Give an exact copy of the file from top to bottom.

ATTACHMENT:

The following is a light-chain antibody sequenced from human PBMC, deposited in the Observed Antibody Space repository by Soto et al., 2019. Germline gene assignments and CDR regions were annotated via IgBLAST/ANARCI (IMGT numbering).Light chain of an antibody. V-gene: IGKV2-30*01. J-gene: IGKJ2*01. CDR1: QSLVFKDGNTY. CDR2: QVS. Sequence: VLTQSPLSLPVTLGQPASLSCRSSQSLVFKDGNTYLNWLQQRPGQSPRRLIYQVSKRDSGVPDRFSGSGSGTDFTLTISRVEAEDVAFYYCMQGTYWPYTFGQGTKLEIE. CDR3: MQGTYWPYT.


The following is a light-chain antibody sequenced from human PBMC, deposited in the Observed Antibody Space repository by Soto et al., 2019. Germline gene assignments and CDR regions were annotated via IgBLAST/ANARCI (IMGT numbering).Light chain of an antibody. V-gene: IGKV2-30*01. J-gene: IGKJ2*01. CDR1: QSLVFKDGNTY. CDR2: QVS. Sequence: VLTQSPLSLPVTLGQPASLSCRSSQSLVFKDGNTYLNWLQQRPGQSPRRLIYQVSKRDSGVPDRFSGSGSGTDFTLTISRVEAEDVAFYYCMQGTYWPYTFGQGTKLEIE. CDR3: MQGTYWPYT.